I’m still gobsmacked by the way this story got accepted and published!
It happened like this: Every semester I make my class on dialogue with students rather adventurous. I tend to make 2-3 students stage an impromptu sketch, and I ask the rest to write their own flash fiction based on the sketch their friends come up with. Additionally, I teach them to format dialogue by writing my own short dialogue for them.
I do this in real time. It’s a no guts, no glory situation. Also, I’m a bit of a show-pony sometimes like that.
So I sat down last year in class and typed out this dialogue between two characters. And as I typed it, the story grew, and grew. Students watched as I wrote “You will never be Lusini”, watched as it became a 300-word flash piece, on the powerpoint slide. Later, after their sketch, while they were writing down their own flash fiction pieces, I finished the story and turned it into a 700-word flash piece. I was also talking to them about narrative voice and mentioned that Beneath Ceaseless Skies had very specific editorial directions when it came to voice. I wrote it in a limited first person POV, and showed them how to format it in Standard Manuscript Formatting to illustrate the voice/style that might fit this publication.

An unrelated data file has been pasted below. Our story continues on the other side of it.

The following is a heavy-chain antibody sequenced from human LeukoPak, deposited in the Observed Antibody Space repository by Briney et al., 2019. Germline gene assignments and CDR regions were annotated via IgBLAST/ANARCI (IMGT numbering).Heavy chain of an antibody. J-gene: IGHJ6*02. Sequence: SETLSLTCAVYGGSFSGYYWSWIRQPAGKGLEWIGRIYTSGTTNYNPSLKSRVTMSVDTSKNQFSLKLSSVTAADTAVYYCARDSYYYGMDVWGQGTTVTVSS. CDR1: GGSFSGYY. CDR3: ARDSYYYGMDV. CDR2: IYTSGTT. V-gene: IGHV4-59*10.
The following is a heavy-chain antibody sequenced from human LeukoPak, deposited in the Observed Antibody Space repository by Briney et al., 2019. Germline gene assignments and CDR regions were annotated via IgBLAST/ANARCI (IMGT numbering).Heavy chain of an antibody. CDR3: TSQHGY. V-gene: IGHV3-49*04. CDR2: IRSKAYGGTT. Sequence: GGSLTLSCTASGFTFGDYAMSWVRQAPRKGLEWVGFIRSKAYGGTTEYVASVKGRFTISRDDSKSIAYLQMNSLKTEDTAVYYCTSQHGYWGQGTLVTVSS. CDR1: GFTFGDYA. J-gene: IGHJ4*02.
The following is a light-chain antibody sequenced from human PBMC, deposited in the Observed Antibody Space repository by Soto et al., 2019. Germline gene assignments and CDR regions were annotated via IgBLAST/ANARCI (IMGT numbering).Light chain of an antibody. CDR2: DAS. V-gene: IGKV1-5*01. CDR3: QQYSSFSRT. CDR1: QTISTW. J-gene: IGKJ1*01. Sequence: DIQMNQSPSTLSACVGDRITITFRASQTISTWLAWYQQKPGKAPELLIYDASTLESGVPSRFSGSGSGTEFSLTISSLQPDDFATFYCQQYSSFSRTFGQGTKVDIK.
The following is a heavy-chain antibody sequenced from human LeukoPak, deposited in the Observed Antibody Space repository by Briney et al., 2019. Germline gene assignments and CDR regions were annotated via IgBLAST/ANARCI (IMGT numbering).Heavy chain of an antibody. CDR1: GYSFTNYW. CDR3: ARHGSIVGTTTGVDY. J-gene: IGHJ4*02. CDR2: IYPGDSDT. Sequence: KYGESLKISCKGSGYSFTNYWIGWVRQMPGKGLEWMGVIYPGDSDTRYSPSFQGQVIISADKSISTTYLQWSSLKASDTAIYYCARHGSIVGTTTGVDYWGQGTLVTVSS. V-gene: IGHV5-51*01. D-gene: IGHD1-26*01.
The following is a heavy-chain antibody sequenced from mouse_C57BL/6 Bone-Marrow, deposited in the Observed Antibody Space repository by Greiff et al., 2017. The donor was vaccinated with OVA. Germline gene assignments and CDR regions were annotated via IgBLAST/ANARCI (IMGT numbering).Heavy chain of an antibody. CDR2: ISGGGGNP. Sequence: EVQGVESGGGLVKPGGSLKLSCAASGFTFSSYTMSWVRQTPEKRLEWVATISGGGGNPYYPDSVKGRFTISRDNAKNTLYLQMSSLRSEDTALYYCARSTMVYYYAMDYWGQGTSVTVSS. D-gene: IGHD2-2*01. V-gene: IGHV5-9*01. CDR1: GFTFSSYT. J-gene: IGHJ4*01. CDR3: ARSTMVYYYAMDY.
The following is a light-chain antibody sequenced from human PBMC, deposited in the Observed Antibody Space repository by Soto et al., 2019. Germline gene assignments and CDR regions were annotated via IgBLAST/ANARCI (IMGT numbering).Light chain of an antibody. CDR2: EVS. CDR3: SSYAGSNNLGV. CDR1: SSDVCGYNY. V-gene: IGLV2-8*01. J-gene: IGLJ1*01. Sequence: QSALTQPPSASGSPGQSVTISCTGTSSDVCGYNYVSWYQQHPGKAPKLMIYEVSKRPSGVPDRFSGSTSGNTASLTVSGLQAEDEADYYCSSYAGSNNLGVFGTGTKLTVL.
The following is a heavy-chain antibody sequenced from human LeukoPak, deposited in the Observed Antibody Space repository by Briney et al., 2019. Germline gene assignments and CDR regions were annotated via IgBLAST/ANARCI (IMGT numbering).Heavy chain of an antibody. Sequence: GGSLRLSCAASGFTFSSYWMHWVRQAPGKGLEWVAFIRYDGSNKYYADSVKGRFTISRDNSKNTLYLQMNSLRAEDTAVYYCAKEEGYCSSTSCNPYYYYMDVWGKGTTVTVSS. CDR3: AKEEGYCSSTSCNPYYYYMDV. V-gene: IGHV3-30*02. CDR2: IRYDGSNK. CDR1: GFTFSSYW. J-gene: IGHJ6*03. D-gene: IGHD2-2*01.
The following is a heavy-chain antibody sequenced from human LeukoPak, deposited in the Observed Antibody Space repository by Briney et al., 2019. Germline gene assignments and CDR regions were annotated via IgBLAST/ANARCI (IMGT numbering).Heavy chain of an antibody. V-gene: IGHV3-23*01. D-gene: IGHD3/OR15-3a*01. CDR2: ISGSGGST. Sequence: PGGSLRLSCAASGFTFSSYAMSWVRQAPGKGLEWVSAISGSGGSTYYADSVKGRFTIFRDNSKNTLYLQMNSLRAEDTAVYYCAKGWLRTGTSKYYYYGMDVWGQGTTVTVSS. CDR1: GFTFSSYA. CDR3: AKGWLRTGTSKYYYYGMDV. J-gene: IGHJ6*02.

Later that night, after coming home I was going to send it to DSF because it was short. But the story grew, and grew into a tale of Lusini, that’s been haunting me since I finished writing Butter-Daughters, and then started penning its sequel. And I thought about how much I wanted to be published in Beneath Ceaseless Skies.
The story was already over 1k words and so with a deep breath I lobbed it at BCS and was completely astounded when it went into revisions (customary for BCS) and then I was given a contract. It was — almost fairytale-like in how surreal the whole process was. I kept pinching myself. I’m still pinching myself, to be honest!
But I was also so happy to be able to give my students a happy ending to that adventurous exercise in teaching creative writing and I hope they will also be brave enough to submit more of their own works!
Another thing I love about this piece is that it returned to me a kind of lyrical style of writing I had when I was younger but which disappeared during and after my work on my PhD dissertation. I mourned the loss of that voice and was so glad it came back to me.